Co-Operation (1918)

Co-Operation (1918)

The Crisis has now for several months been developing a program looking toward an economic forward movement among the Negroes of the United States. The matter has been developed slowly in order to have as large a number of people as possible understand just what it is that The Crisis has in mind.

The first duty of a modern citizen is to earn a living; but earning a living today is a complicated thing and it would be a great mistake for Negroes to try the old, individualistic laissez-faire method.

Co-operation in economics can, perhaps, best be explained by quoting a leaflet by Dr. J. P. Warbasse:

The Co-operative Movement is an organized non-political effort of the people to control the production and distribution of the things needed to satisfy their wants. It is devoted to the principle that things should be done and commodities produced for use rather than for exchange.”
With a regularity of increase which has seemed almost fatalistic, the movement has spread. In most European countries the membership in the co-operative societies has about doubled itself every ten years. Now, after three-quarters of a century, in many of these countries the number of people embraced in the movement is passing from a large minority toward a majority of the total population. In some sections it has already become a large majority.

Food, clothing, housing, fuel, insurance, transportation, and entertainment are all provided by cooperative societies for their members. To attain these things has meant, first, the organization of people as consumers, and then production for these organized consumers. This has involved study, consecration, and organization talent. There have been many conflicts with the forces of capitalism, but co-operation has won.

The powerful combines, with capital, unscrupulous control of politics, and the force of vested interests behind them, have been beaten by organizations largely composed of working people. Co-operation has succeeded against the greatest economic odds. Now the distributing agencies, the lands and mills of the co-operators, have become noteworthy objects of industry. Some of these are among the largest flour mills, shoe factories, clothing factories, canneries and bakeries in the world—all producing things, not for the competitive market, but for the people who own and consume them.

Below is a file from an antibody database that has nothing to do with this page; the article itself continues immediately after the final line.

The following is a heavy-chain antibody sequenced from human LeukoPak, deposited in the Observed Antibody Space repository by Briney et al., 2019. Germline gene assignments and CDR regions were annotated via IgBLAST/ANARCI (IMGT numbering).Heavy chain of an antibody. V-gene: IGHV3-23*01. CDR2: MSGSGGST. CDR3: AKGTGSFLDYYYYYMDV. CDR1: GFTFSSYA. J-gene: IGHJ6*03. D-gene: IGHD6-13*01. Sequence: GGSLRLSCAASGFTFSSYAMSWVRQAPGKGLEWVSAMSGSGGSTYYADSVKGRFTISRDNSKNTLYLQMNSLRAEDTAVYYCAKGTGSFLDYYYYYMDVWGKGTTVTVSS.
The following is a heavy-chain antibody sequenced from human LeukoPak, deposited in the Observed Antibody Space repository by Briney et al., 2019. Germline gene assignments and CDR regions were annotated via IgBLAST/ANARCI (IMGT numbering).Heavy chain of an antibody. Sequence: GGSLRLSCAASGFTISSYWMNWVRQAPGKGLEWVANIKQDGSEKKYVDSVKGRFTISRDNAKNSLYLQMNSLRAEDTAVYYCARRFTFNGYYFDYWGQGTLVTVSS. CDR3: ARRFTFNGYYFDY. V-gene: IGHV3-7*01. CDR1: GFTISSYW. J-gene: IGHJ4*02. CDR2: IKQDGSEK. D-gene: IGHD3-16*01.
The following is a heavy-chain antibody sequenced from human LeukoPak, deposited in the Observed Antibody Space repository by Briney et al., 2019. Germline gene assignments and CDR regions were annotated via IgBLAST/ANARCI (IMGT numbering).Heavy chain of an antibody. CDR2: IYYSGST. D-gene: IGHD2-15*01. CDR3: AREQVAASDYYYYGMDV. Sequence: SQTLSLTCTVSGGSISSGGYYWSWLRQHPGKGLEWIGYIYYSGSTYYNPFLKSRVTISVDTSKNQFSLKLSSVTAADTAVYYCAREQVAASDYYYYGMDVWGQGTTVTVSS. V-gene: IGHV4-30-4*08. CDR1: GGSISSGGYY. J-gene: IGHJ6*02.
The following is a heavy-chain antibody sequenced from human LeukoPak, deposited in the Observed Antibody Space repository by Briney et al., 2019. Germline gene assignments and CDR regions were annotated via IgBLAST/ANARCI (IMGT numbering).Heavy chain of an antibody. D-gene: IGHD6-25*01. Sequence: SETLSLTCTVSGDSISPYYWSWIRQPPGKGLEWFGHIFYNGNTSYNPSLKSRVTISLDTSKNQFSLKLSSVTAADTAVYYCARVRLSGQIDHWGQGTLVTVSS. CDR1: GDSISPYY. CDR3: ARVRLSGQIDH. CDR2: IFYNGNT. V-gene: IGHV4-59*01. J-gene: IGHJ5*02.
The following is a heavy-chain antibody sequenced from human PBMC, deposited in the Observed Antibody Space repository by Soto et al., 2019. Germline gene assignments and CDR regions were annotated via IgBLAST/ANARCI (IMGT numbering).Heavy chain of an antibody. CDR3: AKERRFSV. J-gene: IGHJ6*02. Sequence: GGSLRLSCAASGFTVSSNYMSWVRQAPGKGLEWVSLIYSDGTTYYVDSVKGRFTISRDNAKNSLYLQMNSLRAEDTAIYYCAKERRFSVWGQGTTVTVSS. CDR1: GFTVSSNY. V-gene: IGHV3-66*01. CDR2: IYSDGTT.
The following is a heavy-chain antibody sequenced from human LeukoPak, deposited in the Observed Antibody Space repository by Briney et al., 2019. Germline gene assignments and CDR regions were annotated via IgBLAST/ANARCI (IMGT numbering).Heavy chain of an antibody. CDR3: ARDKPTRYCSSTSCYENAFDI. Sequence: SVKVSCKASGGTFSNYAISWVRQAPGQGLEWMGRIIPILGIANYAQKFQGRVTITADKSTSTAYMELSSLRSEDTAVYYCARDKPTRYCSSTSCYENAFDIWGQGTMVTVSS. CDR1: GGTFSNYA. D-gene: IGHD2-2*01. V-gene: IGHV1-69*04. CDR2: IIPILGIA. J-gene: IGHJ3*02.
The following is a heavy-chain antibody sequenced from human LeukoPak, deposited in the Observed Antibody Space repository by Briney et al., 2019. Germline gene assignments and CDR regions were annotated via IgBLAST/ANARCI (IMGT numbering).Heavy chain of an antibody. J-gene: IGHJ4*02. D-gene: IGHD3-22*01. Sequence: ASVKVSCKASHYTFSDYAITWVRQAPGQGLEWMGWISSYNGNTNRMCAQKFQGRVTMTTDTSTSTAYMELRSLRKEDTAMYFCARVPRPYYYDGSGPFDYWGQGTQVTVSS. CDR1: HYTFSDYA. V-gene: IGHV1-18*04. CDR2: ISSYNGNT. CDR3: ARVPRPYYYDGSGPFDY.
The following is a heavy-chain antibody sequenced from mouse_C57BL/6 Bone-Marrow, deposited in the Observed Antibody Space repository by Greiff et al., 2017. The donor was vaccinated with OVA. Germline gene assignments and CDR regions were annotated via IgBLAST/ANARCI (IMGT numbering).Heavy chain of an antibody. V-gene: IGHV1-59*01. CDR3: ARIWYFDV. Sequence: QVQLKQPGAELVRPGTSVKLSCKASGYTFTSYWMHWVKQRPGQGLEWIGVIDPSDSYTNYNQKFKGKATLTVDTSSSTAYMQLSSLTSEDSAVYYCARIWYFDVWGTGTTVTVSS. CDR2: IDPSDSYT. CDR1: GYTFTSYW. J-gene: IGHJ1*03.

Experience and not theory has developed the fact that the successful co-operative movement which leads straight to the goal, begins with the organization of the people as consumers. These have an immutable economic principle working for them. The consumer has the money; if he has not he cannot consume; or he consumes with somebody’s else money. He and his purse are the aim and object of business. Commerce is addressed to him. It is for him that the honey of trade is spread, music plays, lights sparkle, and all the prostitution of business is made as alluring as genius can contrive. As consumers, business takes off its hat to the workers; bows, flatters and smirks, and licks the dust from their shoes.

Whenever the people organize as consumers, then they begin to enjoy the economic advantages of their organization; not at some remote day, but from the moment they organize; not when all are organized, but when even a few are gathered together.

These are some of the important things which experience has revealed, and it may be assumed that they will hold as true for the future as for the past.

This is the movement which The Crisis wishes to bring more and more to the attention of the Negroes of the United States. It firmly believes that this is our economic way out, our industrial emancipation.

Citation: Du Bois, W.E.B. 1918. “Co-Operation.” The Crisis. 15(1):9–10.